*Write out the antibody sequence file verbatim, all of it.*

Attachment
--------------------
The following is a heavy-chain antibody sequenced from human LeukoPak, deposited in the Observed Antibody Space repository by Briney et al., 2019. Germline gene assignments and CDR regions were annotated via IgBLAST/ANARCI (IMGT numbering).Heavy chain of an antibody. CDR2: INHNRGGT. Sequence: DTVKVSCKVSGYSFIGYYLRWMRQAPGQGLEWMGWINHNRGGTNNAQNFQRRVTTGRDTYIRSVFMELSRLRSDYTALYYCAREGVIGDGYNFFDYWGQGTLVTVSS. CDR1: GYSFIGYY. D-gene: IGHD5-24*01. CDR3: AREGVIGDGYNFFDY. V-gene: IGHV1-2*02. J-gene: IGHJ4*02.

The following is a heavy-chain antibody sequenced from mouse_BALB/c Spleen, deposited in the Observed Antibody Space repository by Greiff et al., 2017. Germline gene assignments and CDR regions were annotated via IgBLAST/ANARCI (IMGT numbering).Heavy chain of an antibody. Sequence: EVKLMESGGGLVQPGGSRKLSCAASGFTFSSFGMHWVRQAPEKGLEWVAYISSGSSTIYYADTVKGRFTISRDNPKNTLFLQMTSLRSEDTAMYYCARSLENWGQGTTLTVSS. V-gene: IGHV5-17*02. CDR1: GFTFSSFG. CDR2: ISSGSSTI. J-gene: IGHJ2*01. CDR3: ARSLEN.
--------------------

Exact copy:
The following is a heavy-chain antibody sequenced from human LeukoPak, deposited in the Observed Antibody Space repository by Briney et al., 2019. Germline gene assignments and CDR regions were annotated via IgBLAST/ANARCI (IMGT numbering).Heavy chain of an antibody. CDR2: INHNRGGT. Sequence: DTVKVSCKVSGYSFIGYYLRWMRQAPGQGLEWMGWINHNRGGTNNAQNFQRRVTTGRDTYIRSVFMELSRLRSDYTALYYCAREGVIGDGYNFFDYWGQGTLVTVSS. CDR1: GYSFIGYY. D-gene: IGHD5-24*01. CDR3: AREGVIGDGYNFFDY. V-gene: IGHV1-2*02. J-gene: IGHJ4*02.

The following is a heavy-chain antibody sequenced from mouse_BALB/c Spleen, deposited in the Observed Antibody Space repository by Greiff et al., 2017. Germline gene assignments and CDR regions were annotated via IgBLAST/ANARCI (IMGT numbering).Heavy chain of an antibody. Sequence: EVKLMESGGGLVQPGGSRKLSCAASGFTFSSFGMHWVRQAPEKGLEWVAYISSGSSTIYYADTVKGRFTISRDNPKNTLFLQMTSLRSEDTAMYYCARSLENWGQGTTLTVSS. V-gene: IGHV5-17*02. CDR1: GFTFSSFG. CDR2: ISSGSSTI. J-gene: IGHJ2*01. CDR3: ARSLEN.